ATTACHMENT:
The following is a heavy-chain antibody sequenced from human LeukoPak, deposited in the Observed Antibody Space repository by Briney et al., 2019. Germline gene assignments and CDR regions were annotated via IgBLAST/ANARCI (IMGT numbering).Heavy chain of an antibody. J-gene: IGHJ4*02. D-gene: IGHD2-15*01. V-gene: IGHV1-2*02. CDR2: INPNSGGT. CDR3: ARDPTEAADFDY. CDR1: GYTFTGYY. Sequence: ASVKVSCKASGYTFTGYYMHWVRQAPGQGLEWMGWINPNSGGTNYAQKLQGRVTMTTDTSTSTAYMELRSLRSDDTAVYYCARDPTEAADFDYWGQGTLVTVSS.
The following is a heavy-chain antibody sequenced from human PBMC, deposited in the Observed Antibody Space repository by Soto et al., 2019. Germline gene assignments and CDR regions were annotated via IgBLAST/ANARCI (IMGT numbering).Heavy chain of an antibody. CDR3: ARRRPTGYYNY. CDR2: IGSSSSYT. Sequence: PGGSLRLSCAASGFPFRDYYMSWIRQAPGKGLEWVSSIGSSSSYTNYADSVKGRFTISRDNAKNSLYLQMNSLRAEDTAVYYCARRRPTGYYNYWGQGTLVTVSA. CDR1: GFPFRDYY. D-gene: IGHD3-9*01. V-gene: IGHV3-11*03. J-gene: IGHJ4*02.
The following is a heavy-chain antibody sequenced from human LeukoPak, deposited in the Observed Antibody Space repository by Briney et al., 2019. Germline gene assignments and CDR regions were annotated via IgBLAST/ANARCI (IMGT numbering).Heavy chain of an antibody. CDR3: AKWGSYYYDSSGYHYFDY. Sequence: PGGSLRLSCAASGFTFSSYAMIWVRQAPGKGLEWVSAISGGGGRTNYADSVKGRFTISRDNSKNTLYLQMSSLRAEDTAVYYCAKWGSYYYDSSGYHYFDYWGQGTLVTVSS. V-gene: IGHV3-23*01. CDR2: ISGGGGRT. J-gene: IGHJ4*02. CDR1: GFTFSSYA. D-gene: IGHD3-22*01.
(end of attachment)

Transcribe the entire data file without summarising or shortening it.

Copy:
The following is a heavy-chain antibody sequenced from human LeukoPak, deposited in the Observed Antibody Space repository by Briney et al., 2019. Germline gene assignments and CDR regions were annotated via IgBLAST/ANARCI (IMGT numbering).Heavy chain of an antibody. J-gene: IGHJ4*02. D-gene: IGHD2-15*01. V-gene: IGHV1-2*02. CDR2: INPNSGGT. CDR3: ARDPTEAADFDY. CDR1: GYTFTGYY. Sequence: ASVKVSCKASGYTFTGYYMHWVRQAPGQGLEWMGWINPNSGGTNYAQKLQGRVTMTTDTSTSTAYMELRSLRSDDTAVYYCARDPTEAADFDYWGQGTLVTVSS.
The following is a heavy-chain antibody sequenced from human PBMC, deposited in the Observed Antibody Space repository by Soto et al., 2019. Germline gene assignments and CDR regions were annotated via IgBLAST/ANARCI (IMGT numbering).Heavy chain of an antibody. CDR3: ARRRPTGYYNY. CDR2: IGSSSSYT. Sequence: PGGSLRLSCAASGFPFRDYYMSWIRQAPGKGLEWVSSIGSSSSYTNYADSVKGRFTISRDNAKNSLYLQMNSLRAEDTAVYYCARRRPTGYYNYWGQGTLVTVSA. CDR1: GFPFRDYY. D-gene: IGHD3-9*01. V-gene: IGHV3-11*03. J-gene: IGHJ4*02.
The following is a heavy-chain antibody sequenced from human LeukoPak, deposited in the Observed Antibody Space repository by Briney et al., 2019. Germline gene assignments and CDR regions were annotated via IgBLAST/ANARCI (IMGT numbering).Heavy chain of an antibody. CDR3: AKWGSYYYDSSGYHYFDY. Sequence: PGGSLRLSCAASGFTFSSYAMIWVRQAPGKGLEWVSAISGGGGRTNYADSVKGRFTISRDNSKNTLYLQMSSLRAEDTAVYYCAKWGSYYYDSSGYHYFDYWGQGTLVTVSS. V-gene: IGHV3-23*01. CDR2: ISGGGGRT. J-gene: IGHJ4*02. CDR1: GFTFSSYA. D-gene: IGHD3-22*01.